Methylphenidate and Attributions in Boys With Attention-Deficit Hyperactivity Disorder


In Experiment 1, 28 attention-deficit hyperactivity disorder (ADHD) boys underwent a double-blind, placebo-controlled medication assessment in a summer day-treatment program. Daily, boys were asked questions to assess their attributions for and evaluations of their behavior. Objective measures showed improved behavior with methylphenidate; however, boys tended to attribute their performance to effort rather than to medication, particularly when medicated. Experiment 2 involved 38 ADHD boys the following summer and replicated the procedures in Experiment 1, with the addition of a no-pill condition and a comparison of attributions for success and failure outcomes. Simply taking a pill (no-pill vs. placebo comparison) did not show significant effects, whereas the results of Experiment 1 were replicated with placebo–methylphenidate comparisons. Across drug conditions a self-enhancing attributional pattern was obtained; the majority of attributions for success were to ability or effort, whereas attributions for failure were to the pill or to counselors.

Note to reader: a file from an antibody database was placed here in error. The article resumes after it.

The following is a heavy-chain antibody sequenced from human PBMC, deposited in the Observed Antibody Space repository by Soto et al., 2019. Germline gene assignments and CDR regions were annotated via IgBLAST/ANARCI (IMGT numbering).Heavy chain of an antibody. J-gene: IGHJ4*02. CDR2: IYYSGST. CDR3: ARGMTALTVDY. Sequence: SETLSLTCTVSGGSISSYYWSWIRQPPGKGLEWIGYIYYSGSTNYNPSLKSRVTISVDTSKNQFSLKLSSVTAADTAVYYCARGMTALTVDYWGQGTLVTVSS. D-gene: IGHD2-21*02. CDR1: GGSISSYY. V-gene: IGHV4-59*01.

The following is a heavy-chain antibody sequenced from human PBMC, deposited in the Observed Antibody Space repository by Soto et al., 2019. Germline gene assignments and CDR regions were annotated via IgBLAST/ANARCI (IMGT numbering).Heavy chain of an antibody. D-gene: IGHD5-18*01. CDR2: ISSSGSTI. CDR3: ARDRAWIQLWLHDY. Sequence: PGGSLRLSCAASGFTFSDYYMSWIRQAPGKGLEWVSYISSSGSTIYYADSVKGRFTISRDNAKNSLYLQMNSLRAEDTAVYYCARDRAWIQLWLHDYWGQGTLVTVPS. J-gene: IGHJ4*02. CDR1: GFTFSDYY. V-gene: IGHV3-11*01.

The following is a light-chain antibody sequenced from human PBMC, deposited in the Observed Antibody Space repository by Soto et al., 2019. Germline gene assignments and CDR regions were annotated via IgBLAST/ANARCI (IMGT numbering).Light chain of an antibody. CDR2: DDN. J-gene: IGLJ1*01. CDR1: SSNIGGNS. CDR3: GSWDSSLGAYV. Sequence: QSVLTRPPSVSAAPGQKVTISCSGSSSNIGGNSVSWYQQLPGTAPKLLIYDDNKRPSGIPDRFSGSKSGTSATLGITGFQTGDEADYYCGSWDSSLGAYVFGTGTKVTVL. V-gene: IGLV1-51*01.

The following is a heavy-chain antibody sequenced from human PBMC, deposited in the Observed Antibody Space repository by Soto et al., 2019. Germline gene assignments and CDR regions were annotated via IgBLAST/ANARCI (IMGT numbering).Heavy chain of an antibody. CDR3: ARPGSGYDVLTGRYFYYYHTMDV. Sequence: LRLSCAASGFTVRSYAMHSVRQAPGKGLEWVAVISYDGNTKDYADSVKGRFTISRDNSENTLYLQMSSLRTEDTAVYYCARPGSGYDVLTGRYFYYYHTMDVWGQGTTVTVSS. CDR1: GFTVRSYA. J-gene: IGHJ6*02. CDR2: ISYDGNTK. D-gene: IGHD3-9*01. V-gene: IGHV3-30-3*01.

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This article was reprinted in Annual Progress in Child Psychiatry and Child Development, 1993, pp. 242-265.